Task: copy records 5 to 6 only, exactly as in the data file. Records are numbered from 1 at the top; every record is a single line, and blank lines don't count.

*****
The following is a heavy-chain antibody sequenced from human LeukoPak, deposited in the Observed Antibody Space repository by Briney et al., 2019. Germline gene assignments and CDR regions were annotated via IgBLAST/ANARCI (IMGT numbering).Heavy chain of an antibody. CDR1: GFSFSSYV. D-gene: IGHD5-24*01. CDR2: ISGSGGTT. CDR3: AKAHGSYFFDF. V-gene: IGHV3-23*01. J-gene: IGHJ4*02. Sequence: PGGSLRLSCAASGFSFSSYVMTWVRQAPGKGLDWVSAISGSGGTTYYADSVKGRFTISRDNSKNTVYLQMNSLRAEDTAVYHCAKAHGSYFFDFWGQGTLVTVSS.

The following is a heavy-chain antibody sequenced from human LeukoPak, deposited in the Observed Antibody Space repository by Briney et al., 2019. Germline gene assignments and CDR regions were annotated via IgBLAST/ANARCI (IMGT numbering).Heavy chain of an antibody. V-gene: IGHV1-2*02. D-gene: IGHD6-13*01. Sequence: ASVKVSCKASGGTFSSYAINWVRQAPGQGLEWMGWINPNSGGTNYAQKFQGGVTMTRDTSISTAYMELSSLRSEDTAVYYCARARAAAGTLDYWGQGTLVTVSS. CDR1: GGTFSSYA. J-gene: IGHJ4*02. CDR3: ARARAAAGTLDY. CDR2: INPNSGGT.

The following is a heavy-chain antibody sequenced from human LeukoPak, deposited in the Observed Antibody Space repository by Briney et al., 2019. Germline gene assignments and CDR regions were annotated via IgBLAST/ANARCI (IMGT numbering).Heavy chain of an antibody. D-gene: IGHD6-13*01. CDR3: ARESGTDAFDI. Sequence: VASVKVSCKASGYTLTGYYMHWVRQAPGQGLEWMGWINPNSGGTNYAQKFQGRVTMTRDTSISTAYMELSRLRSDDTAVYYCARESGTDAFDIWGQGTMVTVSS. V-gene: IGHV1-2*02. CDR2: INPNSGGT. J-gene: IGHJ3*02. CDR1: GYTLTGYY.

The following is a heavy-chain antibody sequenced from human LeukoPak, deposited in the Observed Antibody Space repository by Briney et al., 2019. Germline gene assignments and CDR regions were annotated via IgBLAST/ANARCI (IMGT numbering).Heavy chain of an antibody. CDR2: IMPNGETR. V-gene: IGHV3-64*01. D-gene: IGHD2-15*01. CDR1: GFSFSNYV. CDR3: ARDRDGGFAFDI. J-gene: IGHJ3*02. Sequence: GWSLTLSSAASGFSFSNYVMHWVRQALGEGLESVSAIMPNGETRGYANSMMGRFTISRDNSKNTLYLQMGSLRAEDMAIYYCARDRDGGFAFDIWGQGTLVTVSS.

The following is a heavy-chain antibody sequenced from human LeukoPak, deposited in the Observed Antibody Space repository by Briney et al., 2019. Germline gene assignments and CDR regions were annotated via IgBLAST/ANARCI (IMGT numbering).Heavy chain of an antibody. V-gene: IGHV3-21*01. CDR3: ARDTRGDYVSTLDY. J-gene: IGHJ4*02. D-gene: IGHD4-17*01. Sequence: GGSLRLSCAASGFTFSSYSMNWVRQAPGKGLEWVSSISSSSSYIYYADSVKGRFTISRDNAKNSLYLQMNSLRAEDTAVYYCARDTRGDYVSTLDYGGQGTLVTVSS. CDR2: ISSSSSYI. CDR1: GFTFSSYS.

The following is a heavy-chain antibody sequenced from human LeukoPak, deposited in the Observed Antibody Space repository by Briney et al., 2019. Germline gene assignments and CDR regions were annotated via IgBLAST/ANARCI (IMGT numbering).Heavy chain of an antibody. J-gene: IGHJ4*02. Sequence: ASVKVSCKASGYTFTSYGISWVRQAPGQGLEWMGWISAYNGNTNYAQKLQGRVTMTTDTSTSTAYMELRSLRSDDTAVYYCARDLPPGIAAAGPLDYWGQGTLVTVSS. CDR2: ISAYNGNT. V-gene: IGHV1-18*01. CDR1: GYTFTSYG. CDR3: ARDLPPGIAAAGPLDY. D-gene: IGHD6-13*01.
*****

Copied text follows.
The following is a heavy-chain antibody sequenced from human LeukoPak, deposited in the Observed Antibody Space repository by Briney et al., 2019. Germline gene assignments and CDR regions were annotated via IgBLAST/ANARCI (IMGT numbering).Heavy chain of an antibody. V-gene: IGHV3-21*01. CDR3: ARDTRGDYVSTLDY. J-gene: IGHJ4*02. D-gene: IGHD4-17*01. Sequence: GGSLRLSCAASGFTFSSYSMNWVRQAPGKGLEWVSSISSSSSYIYYADSVKGRFTISRDNAKNSLYLQMNSLRAEDTAVYYCARDTRGDYVSTLDYGGQGTLVTVSS. CDR2: ISSSSSYI. CDR1: GFTFSSYS.

The following is a heavy-chain antibody sequenced from human LeukoPak, deposited in the Observed Antibody Space repository by Briney et al., 2019. Germline gene assignments and CDR regions were annotated via IgBLAST/ANARCI (IMGT numbering).Heavy chain of an antibody. J-gene: IGHJ4*02. Sequence: ASVKVSCKASGYTFTSYGISWVRQAPGQGLEWMGWISAYNGNTNYAQKLQGRVTMTTDTSTSTAYMELRSLRSDDTAVYYCARDLPPGIAAAGPLDYWGQGTLVTVSS. CDR2: ISAYNGNT. V-gene: IGHV1-18*01. CDR1: GYTFTSYG. CDR3: ARDLPPGIAAAGPLDY. D-gene: IGHD6-13*01.